Thursday, October 13, 2011

Europe Journal: Home Base

An interesting aspect of the European journey was the ability not to stay in hostels or hotels, but to live in some of the places that people actually inhabit in these cities.  This was done courtesy of crashing on my sisters couch in London, and utilizing the fabulous air.bnb for finding amazing flats to stay at along the way (highly recommended btw). 

This yielded an interesting experience in understanding cities not as a tourist, but in the words of Rick Steves - as a "temporary local".  More on some of these home bases and the ways in which one connects with a certain neighborhood, but for now, I found it interesting, via Google Earth, to look at the locations in comparison of urban form - each one at approximately the same scale - with a yellow dot on where we lived.

London  (Waltham Forest)

Barcelona (Gracia)

Rome (2 locations in Coliseum/Forum area)

Siena (near the Duomo)


  1. Nothing can compare to cities like these. You can tell that they developed by themselves in about 0.0056s :) I would like to add Riga, Latvia too!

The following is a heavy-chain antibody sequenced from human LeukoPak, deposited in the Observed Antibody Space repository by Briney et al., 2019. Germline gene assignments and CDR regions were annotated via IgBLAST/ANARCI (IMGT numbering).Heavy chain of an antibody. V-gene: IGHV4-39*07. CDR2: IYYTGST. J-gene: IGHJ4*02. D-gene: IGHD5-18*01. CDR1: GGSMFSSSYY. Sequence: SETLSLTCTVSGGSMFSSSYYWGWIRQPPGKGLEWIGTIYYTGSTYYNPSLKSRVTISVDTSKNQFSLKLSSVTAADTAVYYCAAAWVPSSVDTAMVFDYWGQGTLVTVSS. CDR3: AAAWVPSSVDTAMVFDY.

2. While looking at the photos in this post I started thinking about how any kind of large built form has a reading from above in a very palpable way these days (google maps satellite photos). Yet it is rare to see someone tap into this perspective (though not unheard of) in the design profession. At least in North America. And then thinking how curious it is that sometimes really old cities with organic star/shape/network/node formations, or really old landmark formations made way before the average person could fly suspended in the air, are so much more interesting to look at than post-war linear car-oriented cities. Is this a case of Video killed the Radio star? Or is it just that we (the human race) have been very thoughtless in the design of built form and its relation to aerial geography for a good while now?


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